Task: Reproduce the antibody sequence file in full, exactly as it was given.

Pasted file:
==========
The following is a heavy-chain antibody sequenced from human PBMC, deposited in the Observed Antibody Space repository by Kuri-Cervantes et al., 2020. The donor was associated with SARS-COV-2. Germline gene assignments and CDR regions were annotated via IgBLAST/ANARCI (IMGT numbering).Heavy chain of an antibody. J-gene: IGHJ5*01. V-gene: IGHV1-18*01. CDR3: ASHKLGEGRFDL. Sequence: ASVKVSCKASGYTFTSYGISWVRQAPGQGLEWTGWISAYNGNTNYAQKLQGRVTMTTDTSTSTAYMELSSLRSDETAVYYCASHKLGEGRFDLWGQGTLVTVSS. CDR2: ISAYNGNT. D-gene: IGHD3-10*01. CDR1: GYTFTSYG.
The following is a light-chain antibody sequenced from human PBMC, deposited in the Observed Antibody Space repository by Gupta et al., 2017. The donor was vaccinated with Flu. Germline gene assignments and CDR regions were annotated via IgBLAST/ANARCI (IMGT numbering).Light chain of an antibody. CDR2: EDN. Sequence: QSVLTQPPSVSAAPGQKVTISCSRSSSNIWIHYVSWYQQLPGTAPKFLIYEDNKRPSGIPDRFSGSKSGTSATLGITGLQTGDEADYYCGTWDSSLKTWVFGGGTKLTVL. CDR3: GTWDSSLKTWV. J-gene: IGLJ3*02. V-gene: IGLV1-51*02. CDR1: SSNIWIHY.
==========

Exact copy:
The following is a heavy-chain antibody sequenced from human PBMC, deposited in the Observed Antibody Space repository by Kuri-Cervantes et al., 2020. The donor was associated with SARS-COV-2. Germline gene assignments and CDR regions were annotated via IgBLAST/ANARCI (IMGT numbering).Heavy chain of an antibody. J-gene: IGHJ5*01. V-gene: IGHV1-18*01. CDR3: ASHKLGEGRFDL. Sequence: ASVKVSCKASGYTFTSYGISWVRQAPGQGLEWTGWISAYNGNTNYAQKLQGRVTMTTDTSTSTAYMELSSLRSDETAVYYCASHKLGEGRFDLWGQGTLVTVSS. CDR2: ISAYNGNT. D-gene: IGHD3-10*01. CDR1: GYTFTSYG.
The following is a light-chain antibody sequenced from human PBMC, deposited in the Observed Antibody Space repository by Gupta et al., 2017. The donor was vaccinated with Flu. Germline gene assignments and CDR regions were annotated via IgBLAST/ANARCI (IMGT numbering).Light chain of an antibody. CDR2: EDN. Sequence: QSVLTQPPSVSAAPGQKVTISCSRSSSNIWIHYVSWYQQLPGTAPKFLIYEDNKRPSGIPDRFSGSKSGTSATLGITGLQTGDEADYYCGTWDSSLKTWVFGGGTKLTVL. CDR3: GTWDSSLKTWV. J-gene: IGLJ3*02. V-gene: IGLV1-51*02. CDR1: SSNIWIHY.